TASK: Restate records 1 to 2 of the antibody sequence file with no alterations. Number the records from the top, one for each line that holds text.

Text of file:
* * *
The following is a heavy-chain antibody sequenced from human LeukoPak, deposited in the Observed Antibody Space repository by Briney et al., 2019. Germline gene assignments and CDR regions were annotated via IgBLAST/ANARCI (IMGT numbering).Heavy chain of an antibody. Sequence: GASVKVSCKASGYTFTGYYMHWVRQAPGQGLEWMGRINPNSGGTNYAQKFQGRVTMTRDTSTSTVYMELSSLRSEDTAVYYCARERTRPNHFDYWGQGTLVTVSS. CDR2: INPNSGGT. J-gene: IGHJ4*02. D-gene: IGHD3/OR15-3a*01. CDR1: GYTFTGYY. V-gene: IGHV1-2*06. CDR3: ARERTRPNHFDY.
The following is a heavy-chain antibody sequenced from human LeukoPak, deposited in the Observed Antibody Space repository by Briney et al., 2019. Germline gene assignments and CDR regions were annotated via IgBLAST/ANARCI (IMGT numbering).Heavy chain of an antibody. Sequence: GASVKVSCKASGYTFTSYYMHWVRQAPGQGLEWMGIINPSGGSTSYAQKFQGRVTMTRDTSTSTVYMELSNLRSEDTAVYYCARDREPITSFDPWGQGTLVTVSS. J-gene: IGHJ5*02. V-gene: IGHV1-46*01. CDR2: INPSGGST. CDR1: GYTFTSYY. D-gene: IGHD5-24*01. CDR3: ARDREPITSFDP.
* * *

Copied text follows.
The following is a heavy-chain antibody sequenced from human LeukoPak, deposited in the Observed Antibody Space repository by Briney et al., 2019. Germline gene assignments and CDR regions were annotated via IgBLAST/ANARCI (IMGT numbering).Heavy chain of an antibody. Sequence: GASVKVSCKASGYTFTGYYMHWVRQAPGQGLEWMGRINPNSGGTNYAQKFQGRVTMTRDTSTSTVYMELSSLRSEDTAVYYCARERTRPNHFDYWGQGTLVTVSS. CDR2: INPNSGGT. J-gene: IGHJ4*02. D-gene: IGHD3/OR15-3a*01. CDR1: GYTFTGYY. V-gene: IGHV1-2*06. CDR3: ARERTRPNHFDY.
The following is a heavy-chain antibody sequenced from human LeukoPak, deposited in the Observed Antibody Space repository by Briney et al., 2019. Germline gene assignments and CDR regions were annotated via IgBLAST/ANARCI (IMGT numbering).Heavy chain of an antibody. Sequence: GASVKVSCKASGYTFTSYYMHWVRQAPGQGLEWMGIINPSGGSTSYAQKFQGRVTMTRDTSTSTVYMELSNLRSEDTAVYYCARDREPITSFDPWGQGTLVTVSS. J-gene: IGHJ5*02. V-gene: IGHV1-46*01. CDR2: INPSGGST. CDR1: GYTFTSYY. D-gene: IGHD5-24*01. CDR3: ARDREPITSFDP.